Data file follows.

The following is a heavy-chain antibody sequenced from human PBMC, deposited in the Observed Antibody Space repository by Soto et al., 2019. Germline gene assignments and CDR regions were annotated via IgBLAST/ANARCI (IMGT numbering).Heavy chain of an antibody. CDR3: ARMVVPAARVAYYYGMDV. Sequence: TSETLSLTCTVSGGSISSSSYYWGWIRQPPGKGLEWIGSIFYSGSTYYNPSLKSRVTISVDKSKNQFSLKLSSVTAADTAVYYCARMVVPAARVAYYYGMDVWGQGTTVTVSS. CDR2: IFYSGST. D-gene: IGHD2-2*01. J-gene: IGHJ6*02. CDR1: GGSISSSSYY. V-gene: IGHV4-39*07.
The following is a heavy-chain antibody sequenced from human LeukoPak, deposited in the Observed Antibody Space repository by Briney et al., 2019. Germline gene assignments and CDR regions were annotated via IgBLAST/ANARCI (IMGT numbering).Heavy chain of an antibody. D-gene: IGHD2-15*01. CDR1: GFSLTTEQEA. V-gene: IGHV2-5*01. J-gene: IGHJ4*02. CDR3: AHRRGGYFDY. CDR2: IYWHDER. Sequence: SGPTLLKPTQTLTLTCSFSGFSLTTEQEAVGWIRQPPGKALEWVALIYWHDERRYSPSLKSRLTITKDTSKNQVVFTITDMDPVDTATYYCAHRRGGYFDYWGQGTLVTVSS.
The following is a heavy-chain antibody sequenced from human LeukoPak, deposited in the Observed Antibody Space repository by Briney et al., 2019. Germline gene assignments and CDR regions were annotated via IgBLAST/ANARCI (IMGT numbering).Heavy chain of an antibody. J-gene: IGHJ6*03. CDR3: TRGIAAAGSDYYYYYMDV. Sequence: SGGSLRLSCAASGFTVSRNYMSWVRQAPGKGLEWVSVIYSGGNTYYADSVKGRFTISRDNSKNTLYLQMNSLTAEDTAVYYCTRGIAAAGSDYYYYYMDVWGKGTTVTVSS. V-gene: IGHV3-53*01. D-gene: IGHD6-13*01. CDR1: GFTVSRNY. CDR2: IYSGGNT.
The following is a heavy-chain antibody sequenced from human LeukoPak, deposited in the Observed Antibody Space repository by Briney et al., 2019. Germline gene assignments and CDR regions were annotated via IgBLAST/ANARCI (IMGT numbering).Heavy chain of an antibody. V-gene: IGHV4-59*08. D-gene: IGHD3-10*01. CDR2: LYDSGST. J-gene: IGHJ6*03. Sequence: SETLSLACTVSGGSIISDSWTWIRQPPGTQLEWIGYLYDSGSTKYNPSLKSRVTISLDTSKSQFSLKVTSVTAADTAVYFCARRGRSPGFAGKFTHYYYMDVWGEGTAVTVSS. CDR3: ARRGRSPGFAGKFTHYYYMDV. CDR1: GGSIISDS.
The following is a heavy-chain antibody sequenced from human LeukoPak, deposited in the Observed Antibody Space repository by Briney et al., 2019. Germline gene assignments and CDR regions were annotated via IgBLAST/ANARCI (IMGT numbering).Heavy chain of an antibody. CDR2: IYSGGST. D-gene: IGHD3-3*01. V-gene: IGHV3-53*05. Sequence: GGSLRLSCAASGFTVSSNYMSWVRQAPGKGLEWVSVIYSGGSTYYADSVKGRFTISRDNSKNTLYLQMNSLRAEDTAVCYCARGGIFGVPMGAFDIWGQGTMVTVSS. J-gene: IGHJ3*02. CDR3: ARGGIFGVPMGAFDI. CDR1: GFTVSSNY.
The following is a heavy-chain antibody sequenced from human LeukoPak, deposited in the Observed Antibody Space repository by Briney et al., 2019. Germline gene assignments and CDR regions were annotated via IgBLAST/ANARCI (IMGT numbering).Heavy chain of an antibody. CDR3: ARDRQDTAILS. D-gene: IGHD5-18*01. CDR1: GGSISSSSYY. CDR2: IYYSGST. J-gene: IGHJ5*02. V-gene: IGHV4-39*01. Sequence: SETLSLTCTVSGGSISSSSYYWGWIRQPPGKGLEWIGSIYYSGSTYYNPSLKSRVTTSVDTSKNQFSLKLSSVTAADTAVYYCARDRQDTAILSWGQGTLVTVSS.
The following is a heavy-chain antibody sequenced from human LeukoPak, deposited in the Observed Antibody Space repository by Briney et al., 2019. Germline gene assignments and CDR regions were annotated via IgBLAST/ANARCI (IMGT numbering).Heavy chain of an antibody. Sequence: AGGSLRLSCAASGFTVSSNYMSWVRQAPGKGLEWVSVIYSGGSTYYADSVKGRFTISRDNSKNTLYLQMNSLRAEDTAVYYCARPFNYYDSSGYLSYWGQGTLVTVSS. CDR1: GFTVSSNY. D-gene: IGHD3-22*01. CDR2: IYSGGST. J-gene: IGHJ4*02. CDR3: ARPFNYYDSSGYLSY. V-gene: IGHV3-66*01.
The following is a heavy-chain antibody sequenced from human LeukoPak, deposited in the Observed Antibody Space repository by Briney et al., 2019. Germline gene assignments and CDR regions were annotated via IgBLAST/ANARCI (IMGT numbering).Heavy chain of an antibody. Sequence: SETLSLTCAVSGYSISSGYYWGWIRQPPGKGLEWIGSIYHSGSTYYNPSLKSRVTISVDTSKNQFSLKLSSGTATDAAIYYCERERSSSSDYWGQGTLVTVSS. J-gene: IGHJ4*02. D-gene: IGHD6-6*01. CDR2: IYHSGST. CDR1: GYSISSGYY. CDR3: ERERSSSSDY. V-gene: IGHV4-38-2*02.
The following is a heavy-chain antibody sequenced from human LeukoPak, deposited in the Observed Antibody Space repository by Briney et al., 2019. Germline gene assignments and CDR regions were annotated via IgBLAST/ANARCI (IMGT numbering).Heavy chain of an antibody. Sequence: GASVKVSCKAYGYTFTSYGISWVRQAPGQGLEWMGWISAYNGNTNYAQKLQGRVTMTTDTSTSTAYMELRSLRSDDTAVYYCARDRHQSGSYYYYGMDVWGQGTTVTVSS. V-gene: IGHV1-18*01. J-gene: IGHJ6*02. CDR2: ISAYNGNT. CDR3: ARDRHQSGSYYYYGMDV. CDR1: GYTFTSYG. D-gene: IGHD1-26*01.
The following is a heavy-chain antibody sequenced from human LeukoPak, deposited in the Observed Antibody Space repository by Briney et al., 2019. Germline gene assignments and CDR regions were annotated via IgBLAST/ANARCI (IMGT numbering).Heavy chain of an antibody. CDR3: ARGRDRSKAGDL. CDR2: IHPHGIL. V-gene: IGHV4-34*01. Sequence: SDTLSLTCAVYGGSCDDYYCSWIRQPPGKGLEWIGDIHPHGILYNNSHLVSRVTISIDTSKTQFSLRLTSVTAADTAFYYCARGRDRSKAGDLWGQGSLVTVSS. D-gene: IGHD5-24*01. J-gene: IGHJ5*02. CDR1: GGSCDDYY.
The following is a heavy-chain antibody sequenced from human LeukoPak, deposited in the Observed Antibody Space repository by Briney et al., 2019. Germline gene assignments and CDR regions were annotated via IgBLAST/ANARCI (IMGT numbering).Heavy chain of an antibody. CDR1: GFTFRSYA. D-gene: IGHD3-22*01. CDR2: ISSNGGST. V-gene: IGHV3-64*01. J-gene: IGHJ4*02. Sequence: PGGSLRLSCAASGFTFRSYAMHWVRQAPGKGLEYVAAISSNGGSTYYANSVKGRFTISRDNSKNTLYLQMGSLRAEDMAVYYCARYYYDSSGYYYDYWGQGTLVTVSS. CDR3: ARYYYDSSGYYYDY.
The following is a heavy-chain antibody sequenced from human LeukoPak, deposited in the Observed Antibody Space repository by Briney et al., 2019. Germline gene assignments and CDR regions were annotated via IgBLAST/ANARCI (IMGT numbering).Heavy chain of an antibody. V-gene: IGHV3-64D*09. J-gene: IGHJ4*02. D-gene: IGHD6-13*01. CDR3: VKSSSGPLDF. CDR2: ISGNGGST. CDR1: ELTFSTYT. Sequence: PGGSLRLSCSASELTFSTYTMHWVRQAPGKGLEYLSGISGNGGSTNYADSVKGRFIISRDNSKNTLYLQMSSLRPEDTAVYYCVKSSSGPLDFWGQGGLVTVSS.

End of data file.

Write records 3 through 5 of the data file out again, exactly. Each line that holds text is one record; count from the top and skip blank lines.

The following is a heavy-chain antibody sequenced from human LeukoPak, deposited in the Observed Antibody Space repository by Briney et al., 2019. Germline gene assignments and CDR regions were annotated via IgBLAST/ANARCI (IMGT numbering).Heavy chain of an antibody. J-gene: IGHJ6*03. CDR3: TRGIAAAGSDYYYYYMDV. Sequence: SGGSLRLSCAASGFTVSRNYMSWVRQAPGKGLEWVSVIYSGGNTYYADSVKGRFTISRDNSKNTLYLQMNSLTAEDTAVYYCTRGIAAAGSDYYYYYMDVWGKGTTVTVSS. V-gene: IGHV3-53*01. D-gene: IGHD6-13*01. CDR1: GFTVSRNY. CDR2: IYSGGNT.
The following is a heavy-chain antibody sequenced from human LeukoPak, deposited in the Observed Antibody Space repository by Briney et al., 2019. Germline gene assignments and CDR regions were annotated via IgBLAST/ANARCI (IMGT numbering).Heavy chain of an antibody. V-gene: IGHV4-59*08. D-gene: IGHD3-10*01. CDR2: LYDSGST. J-gene: IGHJ6*03. Sequence: SETLSLACTVSGGSIISDSWTWIRQPPGTQLEWIGYLYDSGSTKYNPSLKSRVTISLDTSKSQFSLKVTSVTAADTAVYFCARRGRSPGFAGKFTHYYYMDVWGEGTAVTVSS. CDR3: ARRGRSPGFAGKFTHYYYMDV. CDR1: GGSIISDS.
The following is a heavy-chain antibody sequenced from human LeukoPak, deposited in the Observed Antibody Space repository by Briney et al., 2019. Germline gene assignments and CDR regions were annotated via IgBLAST/ANARCI (IMGT numbering).Heavy chain of an antibody. CDR2: IYSGGST. D-gene: IGHD3-3*01. V-gene: IGHV3-53*05. Sequence: GGSLRLSCAASGFTVSSNYMSWVRQAPGKGLEWVSVIYSGGSTYYADSVKGRFTISRDNSKNTLYLQMNSLRAEDTAVCYCARGGIFGVPMGAFDIWGQGTMVTVSS. J-gene: IGHJ3*02. CDR3: ARGGIFGVPMGAFDI. CDR1: GFTVSSNY.